Many of you are likely aware of the film "The Railway Man", released in 2013. This is the book on which the film is based.
Eric Lomax was born in 1919 into a lower middle class Scottish family. In 1939 he enlisted, eventually took a commission in the Royal Signal Corps, was deployed to Malaysia, captured by the Japanese when Singapore surrendered in February 1942 and sent to a POW camp on the "death railway". In August 1943, guards discovered a clandestine radio in the prisoners' barracks, whereupon Lomax fell into the hands of the Kempeitei, the notorious Japanese military police. He was interrogated, brutally beaten and tortured, and finally sent to the notorious Outram Road Goal in Singapore. He was freed by British troops in August 1945.
Then began Lomax' terrible ordeal with PTSD. When he got back to England, he found that the civilian world could not comprehend the ordeal which he had undergone. This led to increasing loneliness and isolation. Then, in the early 1980's, he took the first steps to get help. He also met Patti, who helped him immensely and subsequently became his second wife.
In parallel with this narrative, the Japanese interpreter who had been present throughout the author's interrogation and torture, Nagase Takashi, had been seeking to atone for the actions of the Japanese Army in Thailand. Eventually Nagase and Lomax made contact with each other, were reconciled and, against all odds and instincts, became friends.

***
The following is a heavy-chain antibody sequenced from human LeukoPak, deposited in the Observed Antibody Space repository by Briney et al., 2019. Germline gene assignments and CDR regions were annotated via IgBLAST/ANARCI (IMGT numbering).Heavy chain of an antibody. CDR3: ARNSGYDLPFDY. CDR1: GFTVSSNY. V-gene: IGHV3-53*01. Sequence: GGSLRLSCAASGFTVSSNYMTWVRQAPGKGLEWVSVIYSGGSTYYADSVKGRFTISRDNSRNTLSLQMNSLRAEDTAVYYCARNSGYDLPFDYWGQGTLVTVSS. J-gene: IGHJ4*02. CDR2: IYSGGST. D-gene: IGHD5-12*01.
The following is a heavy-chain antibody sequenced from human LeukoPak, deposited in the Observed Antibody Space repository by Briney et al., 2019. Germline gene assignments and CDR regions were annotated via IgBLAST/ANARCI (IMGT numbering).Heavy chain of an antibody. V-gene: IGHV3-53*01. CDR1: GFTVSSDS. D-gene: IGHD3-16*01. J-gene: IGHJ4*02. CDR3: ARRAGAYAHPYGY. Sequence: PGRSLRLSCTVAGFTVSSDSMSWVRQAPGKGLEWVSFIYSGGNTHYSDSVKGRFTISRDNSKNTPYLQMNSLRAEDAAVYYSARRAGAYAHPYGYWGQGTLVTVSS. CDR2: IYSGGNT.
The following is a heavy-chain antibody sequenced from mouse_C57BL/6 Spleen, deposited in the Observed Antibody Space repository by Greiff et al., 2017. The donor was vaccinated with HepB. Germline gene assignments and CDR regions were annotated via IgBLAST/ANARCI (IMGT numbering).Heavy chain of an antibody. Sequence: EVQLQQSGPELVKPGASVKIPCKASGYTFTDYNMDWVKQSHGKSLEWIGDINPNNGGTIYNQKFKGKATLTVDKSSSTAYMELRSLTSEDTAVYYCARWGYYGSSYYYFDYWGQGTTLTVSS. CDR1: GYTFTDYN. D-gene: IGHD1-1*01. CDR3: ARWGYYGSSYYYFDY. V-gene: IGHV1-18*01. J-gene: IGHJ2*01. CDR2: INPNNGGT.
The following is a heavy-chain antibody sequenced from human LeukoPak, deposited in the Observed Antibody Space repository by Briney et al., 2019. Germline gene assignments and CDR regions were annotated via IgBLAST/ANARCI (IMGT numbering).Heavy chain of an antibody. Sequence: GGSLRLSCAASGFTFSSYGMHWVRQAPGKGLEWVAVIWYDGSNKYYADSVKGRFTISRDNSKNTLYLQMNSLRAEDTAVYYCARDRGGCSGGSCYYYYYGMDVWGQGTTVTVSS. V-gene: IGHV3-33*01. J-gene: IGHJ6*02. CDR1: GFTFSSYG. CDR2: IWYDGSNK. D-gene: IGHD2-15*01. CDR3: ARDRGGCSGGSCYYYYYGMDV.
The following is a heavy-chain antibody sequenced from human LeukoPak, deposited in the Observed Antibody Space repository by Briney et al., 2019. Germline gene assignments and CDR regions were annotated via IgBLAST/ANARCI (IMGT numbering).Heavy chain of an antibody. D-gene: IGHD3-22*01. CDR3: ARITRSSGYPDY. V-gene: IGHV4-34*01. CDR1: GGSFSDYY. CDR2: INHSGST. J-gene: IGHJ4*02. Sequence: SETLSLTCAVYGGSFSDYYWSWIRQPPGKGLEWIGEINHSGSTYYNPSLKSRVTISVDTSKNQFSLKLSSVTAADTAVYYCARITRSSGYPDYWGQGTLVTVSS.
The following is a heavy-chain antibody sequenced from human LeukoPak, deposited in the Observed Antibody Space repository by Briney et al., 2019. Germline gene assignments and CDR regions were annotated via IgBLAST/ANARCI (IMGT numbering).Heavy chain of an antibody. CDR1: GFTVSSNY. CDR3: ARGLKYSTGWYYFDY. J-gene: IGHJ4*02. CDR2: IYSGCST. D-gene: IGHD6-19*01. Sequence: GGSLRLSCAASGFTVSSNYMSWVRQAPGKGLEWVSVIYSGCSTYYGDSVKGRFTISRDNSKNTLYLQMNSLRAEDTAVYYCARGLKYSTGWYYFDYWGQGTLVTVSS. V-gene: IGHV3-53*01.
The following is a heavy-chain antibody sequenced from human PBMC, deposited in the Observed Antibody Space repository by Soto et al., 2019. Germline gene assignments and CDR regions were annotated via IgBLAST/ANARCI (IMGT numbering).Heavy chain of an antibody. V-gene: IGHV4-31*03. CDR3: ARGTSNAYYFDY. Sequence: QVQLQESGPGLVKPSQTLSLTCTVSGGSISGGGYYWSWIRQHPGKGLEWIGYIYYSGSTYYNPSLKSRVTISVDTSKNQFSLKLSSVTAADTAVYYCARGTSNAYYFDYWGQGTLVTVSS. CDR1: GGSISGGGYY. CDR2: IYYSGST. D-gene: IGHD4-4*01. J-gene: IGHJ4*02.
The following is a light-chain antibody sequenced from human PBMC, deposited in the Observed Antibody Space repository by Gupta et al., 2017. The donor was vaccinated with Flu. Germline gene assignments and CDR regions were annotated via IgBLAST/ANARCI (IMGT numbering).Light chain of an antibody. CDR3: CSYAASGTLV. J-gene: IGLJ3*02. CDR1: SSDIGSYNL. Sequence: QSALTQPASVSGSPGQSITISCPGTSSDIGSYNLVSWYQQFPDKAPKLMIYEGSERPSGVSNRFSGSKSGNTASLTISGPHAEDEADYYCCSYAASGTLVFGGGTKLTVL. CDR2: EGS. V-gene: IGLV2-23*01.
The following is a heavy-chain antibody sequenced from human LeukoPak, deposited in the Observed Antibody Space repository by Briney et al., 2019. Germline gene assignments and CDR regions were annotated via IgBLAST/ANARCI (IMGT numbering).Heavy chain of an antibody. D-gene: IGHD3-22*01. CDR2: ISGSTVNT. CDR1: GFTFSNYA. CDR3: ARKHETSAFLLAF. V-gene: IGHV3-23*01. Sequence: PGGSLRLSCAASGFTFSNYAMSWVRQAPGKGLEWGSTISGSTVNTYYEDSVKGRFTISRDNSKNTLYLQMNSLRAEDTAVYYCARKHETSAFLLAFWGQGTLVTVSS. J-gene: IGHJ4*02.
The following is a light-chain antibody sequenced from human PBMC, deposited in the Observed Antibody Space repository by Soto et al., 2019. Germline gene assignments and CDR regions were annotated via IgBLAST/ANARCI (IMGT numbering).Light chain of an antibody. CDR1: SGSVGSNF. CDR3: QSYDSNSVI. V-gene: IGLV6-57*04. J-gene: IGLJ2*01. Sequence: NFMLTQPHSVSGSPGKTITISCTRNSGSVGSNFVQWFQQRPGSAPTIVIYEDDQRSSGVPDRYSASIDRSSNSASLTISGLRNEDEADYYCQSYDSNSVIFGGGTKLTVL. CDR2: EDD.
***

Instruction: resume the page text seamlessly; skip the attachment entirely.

This terse outline of Lomax' story is necessary to understand the essence of the story, but by no means does justice to it. The author in fact wrote the story of his wartime experience immediately after his release from captivity before being repatriated to England. The remainder of the book was written in the early 1990's after the author had met and been reconciled with Nagase. The book was first published in 1995.
(A detailed comparison of the film and the book can be found at http://historyvshollywood.com)
This is not a long book and, in fact, it reads very easily, but I found the story so intense that I had to put the book down from time to time. It is not sensational, as many such books attempt to be today when relating this kind of story; it does not need to be because Lomax' understated and eloquent prose speaks for itself.
Eric Lomax died in 2012. Nagase Takashi, his Japanese protagonist, died in 2011. Patti Lomax at last report (2014) was still alive. This book is a worthy monument to their collective experiences. Most highly recommended.
|Return to Table of Contents|
|Last updated: 13 October 2015|